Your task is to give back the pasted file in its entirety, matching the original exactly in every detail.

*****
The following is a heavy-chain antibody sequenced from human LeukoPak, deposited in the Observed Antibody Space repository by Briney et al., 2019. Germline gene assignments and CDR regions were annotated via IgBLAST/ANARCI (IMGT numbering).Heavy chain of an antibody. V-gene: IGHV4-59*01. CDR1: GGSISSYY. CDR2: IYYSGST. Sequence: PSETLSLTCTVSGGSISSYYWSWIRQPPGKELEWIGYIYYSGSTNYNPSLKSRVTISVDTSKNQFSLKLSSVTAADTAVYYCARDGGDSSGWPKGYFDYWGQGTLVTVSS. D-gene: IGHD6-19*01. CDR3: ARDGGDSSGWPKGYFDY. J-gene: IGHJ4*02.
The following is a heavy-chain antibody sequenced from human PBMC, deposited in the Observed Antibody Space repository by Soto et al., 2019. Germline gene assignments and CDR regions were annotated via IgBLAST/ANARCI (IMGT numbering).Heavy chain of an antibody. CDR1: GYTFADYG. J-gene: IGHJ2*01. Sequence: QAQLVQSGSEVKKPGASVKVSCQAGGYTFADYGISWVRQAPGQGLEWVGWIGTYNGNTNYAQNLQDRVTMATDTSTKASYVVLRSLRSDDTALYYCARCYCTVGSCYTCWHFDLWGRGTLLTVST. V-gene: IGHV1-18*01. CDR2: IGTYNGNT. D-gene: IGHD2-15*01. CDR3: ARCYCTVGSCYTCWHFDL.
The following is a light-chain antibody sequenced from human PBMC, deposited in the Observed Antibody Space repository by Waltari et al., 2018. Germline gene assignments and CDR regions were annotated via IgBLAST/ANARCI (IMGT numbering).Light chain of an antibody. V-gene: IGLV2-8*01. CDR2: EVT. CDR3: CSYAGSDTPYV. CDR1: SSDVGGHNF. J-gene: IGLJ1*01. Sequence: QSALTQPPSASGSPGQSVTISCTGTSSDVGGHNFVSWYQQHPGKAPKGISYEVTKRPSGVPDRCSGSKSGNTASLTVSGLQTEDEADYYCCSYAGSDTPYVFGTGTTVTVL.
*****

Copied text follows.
The following is a heavy-chain antibody sequenced from human LeukoPak, deposited in the Observed Antibody Space repository by Briney et al., 2019. Germline gene assignments and CDR regions were annotated via IgBLAST/ANARCI (IMGT numbering).Heavy chain of an antibody. V-gene: IGHV4-59*01. CDR1: GGSISSYY. CDR2: IYYSGST. Sequence: PSETLSLTCTVSGGSISSYYWSWIRQPPGKELEWIGYIYYSGSTNYNPSLKSRVTISVDTSKNQFSLKLSSVTAADTAVYYCARDGGDSSGWPKGYFDYWGQGTLVTVSS. D-gene: IGHD6-19*01. CDR3: ARDGGDSSGWPKGYFDY. J-gene: IGHJ4*02.
The following is a heavy-chain antibody sequenced from human PBMC, deposited in the Observed Antibody Space repository by Soto et al., 2019. Germline gene assignments and CDR regions were annotated via IgBLAST/ANARCI (IMGT numbering).Heavy chain of an antibody. CDR1: GYTFADYG. J-gene: IGHJ2*01. Sequence: QAQLVQSGSEVKKPGASVKVSCQAGGYTFADYGISWVRQAPGQGLEWVGWIGTYNGNTNYAQNLQDRVTMATDTSTKASYVVLRSLRSDDTALYYCARCYCTVGSCYTCWHFDLWGRGTLLTVST. V-gene: IGHV1-18*01. CDR2: IGTYNGNT. D-gene: IGHD2-15*01. CDR3: ARCYCTVGSCYTCWHFDL.
The following is a light-chain antibody sequenced from human PBMC, deposited in the Observed Antibody Space repository by Waltari et al., 2018. Germline gene assignments and CDR regions were annotated via IgBLAST/ANARCI (IMGT numbering).Light chain of an antibody. V-gene: IGLV2-8*01. CDR2: EVT. CDR3: CSYAGSDTPYV. CDR1: SSDVGGHNF. J-gene: IGLJ1*01. Sequence: QSALTQPPSASGSPGQSVTISCTGTSSDVGGHNFVSWYQQHPGKAPKGISYEVTKRPSGVPDRCSGSKSGNTASLTVSGLQTEDEADYYCCSYAGSDTPYVFGTGTTVTVL.